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Old 04-14-2016, 10:39 AM
Exapno Mapcase Exapno Mapcase is online now
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You're confused by the use of the word radiation in both contexts. It's analogous to dark matter and dark energy. People see the word dark in both and think there must be a connection. There isn't. Dark merely means unknown.

Hawking radiation is not at all like cosmic background radiation. For that matter, neither comes directly from a black hole. Hawing radiation is emitted at the event radius. The cosmic background radiation is the remnant of the entire universe at the time of inflation, which happened after the universe emerged from the singularity. And a singularity might not be a black hole. Singularity merely means not expressible in current physics.
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Old 04-14-2016, 11:02 AM
Francis Vaughan Francis Vaughan is offline
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As above - the word singularity doesn't define any sort of physical thing. Rather it does the opposite. It says - "here be dragons" or "all our rules break down here, we have no clue". The Big Bang started with a singularity - aka a point of "we have no clue". There are other things for which we have no clue as well. The middle of a black hole being one. But you can't really equate two different instances of "we have no clue".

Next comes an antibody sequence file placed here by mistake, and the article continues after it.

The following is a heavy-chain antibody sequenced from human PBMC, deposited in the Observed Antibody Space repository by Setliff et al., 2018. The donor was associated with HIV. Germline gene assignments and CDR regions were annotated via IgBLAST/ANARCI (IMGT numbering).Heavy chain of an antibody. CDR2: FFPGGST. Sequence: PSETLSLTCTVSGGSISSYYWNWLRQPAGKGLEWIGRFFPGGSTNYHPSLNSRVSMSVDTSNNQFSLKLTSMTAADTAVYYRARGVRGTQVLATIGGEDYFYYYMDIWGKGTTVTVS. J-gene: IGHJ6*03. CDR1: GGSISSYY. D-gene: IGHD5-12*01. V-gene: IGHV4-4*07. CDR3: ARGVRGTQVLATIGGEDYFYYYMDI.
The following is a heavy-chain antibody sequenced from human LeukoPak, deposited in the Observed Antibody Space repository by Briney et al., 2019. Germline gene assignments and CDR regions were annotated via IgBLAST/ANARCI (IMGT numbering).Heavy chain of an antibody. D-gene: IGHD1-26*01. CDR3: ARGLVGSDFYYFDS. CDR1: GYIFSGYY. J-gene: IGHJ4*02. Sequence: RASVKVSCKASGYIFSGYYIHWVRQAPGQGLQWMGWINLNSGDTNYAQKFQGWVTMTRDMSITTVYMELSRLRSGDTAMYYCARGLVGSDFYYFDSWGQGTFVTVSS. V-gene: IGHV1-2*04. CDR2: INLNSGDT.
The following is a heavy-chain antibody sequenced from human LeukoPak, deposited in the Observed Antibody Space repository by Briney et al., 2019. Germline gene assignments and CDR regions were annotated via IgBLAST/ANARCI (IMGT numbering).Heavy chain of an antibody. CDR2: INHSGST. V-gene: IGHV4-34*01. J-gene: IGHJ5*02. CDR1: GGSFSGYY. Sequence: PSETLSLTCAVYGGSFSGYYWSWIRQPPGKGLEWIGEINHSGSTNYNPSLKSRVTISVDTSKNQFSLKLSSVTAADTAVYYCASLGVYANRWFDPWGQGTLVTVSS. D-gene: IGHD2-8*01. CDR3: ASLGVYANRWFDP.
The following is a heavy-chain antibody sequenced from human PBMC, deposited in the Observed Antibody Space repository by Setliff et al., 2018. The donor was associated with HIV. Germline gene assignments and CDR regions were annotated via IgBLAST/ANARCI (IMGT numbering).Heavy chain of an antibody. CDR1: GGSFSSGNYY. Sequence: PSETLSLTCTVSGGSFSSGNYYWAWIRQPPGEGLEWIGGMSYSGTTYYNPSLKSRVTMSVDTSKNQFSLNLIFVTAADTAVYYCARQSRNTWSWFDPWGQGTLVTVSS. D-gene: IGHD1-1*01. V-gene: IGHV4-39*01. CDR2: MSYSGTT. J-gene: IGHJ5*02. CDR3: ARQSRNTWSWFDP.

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Old 04-14-2016, 12:32 PM
am77494 am77494 is online now
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I think you're confusing the cosmic background radiation with radiation dating techniques. Lets assume so and that way I can talk nonsense.
Grey - I think I know the difference between cosmic background radiation and radiation dating techniques.

I am using Hawking radiation as an example of the energy/matter recycled back from a singularity (black hole) to the universe. If it makes more sense to you - then consider matter recycled back from a black hole http://www.rawstory.com/2013/11/new-...ck-into-space/

So if one were to measure the back ground radiation around this matter - will it show the signature of the big bang or the signature of the black hole ?